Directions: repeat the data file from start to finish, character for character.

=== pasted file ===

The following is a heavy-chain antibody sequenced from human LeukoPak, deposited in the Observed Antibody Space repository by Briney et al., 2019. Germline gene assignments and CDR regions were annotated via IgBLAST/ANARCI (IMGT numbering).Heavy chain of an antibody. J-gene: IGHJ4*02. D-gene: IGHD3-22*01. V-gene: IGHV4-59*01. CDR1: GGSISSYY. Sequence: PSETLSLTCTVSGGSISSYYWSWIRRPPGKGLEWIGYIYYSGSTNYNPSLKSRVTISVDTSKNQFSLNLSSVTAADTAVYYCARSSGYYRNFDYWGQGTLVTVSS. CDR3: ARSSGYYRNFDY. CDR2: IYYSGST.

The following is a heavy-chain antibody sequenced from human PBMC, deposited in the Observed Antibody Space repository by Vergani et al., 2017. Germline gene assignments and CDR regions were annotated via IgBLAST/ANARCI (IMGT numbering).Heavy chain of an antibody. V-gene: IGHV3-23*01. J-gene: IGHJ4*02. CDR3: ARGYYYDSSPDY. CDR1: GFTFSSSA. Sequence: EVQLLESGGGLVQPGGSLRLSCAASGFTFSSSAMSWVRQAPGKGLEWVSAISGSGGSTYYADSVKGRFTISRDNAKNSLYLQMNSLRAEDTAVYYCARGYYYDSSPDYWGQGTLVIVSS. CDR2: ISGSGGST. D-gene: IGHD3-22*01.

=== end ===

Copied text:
The following is a heavy-chain antibody sequenced from human LeukoPak, deposited in the Observed Antibody Space repository by Briney et al., 2019. Germline gene assignments and CDR regions were annotated via IgBLAST/ANARCI (IMGT numbering).Heavy chain of an antibody. J-gene: IGHJ4*02. D-gene: IGHD3-22*01. V-gene: IGHV4-59*01. CDR1: GGSISSYY. Sequence: PSETLSLTCTVSGGSISSYYWSWIRRPPGKGLEWIGYIYYSGSTNYNPSLKSRVTISVDTSKNQFSLNLSSVTAADTAVYYCARSSGYYRNFDYWGQGTLVTVSS. CDR3: ARSSGYYRNFDY. CDR2: IYYSGST.

The following is a heavy-chain antibody sequenced from human PBMC, deposited in the Observed Antibody Space repository by Vergani et al., 2017. Germline gene assignments and CDR regions were annotated via IgBLAST/ANARCI (IMGT numbering).Heavy chain of an antibody. V-gene: IGHV3-23*01. J-gene: IGHJ4*02. CDR3: ARGYYYDSSPDY. CDR1: GFTFSSSA. Sequence: EVQLLESGGGLVQPGGSLRLSCAASGFTFSSSAMSWVRQAPGKGLEWVSAISGSGGSTYYADSVKGRFTISRDNAKNSLYLQMNSLRAEDTAVYYCARGYYYDSSPDYWGQGTLVIVSS. CDR2: ISGSGGST. D-gene: IGHD3-22*01.